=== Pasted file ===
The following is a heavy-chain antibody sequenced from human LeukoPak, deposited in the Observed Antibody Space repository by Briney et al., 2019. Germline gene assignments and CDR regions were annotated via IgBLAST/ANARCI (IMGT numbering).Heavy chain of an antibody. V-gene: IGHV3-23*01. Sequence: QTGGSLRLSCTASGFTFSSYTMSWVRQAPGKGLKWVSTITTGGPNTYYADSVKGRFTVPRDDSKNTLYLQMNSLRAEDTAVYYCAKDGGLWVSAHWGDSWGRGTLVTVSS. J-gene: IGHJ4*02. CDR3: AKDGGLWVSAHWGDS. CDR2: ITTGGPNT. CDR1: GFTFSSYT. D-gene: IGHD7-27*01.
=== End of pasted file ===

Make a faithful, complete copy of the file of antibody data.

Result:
The following is a heavy-chain antibody sequenced from human LeukoPak, deposited in the Observed Antibody Space repository by Briney et al., 2019. Germline gene assignments and CDR regions were annotated via IgBLAST/ANARCI (IMGT numbering).Heavy chain of an antibody. V-gene: IGHV3-23*01. Sequence: QTGGSLRLSCTASGFTFSSYTMSWVRQAPGKGLKWVSTITTGGPNTYYADSVKGRFTVPRDDSKNTLYLQMNSLRAEDTAVYYCAKDGGLWVSAHWGDSWGRGTLVTVSS. J-gene: IGHJ4*02. CDR3: AKDGGLWVSAHWGDS. CDR2: ITTGGPNT. CDR1: GFTFSSYT. D-gene: IGHD7-27*01.